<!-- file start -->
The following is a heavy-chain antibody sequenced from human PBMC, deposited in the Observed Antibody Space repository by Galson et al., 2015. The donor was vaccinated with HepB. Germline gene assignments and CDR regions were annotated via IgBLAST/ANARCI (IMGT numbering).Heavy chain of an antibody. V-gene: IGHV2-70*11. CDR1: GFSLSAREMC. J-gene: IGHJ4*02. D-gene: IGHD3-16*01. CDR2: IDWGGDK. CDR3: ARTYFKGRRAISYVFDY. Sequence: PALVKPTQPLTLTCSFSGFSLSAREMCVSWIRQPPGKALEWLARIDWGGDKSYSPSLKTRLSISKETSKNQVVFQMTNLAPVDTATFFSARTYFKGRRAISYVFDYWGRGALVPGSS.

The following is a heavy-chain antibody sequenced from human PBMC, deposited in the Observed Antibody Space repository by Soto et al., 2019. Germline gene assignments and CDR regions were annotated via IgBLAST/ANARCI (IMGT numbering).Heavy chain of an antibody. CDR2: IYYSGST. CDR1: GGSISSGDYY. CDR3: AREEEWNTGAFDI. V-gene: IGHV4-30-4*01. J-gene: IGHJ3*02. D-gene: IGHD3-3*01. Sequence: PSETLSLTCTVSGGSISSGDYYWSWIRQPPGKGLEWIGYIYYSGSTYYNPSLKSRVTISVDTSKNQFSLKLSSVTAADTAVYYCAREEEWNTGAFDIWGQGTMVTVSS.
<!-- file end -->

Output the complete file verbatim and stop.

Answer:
The following is a heavy-chain antibody sequenced from human PBMC, deposited in the Observed Antibody Space repository by Galson et al., 2015. The donor was vaccinated with HepB. Germline gene assignments and CDR regions were annotated via IgBLAST/ANARCI (IMGT numbering).Heavy chain of an antibody. V-gene: IGHV2-70*11. CDR1: GFSLSAREMC. J-gene: IGHJ4*02. D-gene: IGHD3-16*01. CDR2: IDWGGDK. CDR3: ARTYFKGRRAISYVFDY. Sequence: PALVKPTQPLTLTCSFSGFSLSAREMCVSWIRQPPGKALEWLARIDWGGDKSYSPSLKTRLSISKETSKNQVVFQMTNLAPVDTATFFSARTYFKGRRAISYVFDYWGRGALVPGSS.

The following is a heavy-chain antibody sequenced from human PBMC, deposited in the Observed Antibody Space repository by Soto et al., 2019. Germline gene assignments and CDR regions were annotated via IgBLAST/ANARCI (IMGT numbering).Heavy chain of an antibody. CDR2: IYYSGST. CDR1: GGSISSGDYY. CDR3: AREEEWNTGAFDI. V-gene: IGHV4-30-4*01. J-gene: IGHJ3*02. D-gene: IGHD3-3*01. Sequence: PSETLSLTCTVSGGSISSGDYYWSWIRQPPGKGLEWIGYIYYSGSTYYNPSLKSRVTISVDTSKNQFSLKLSSVTAADTAVYYCAREEEWNTGAFDIWGQGTMVTVSS.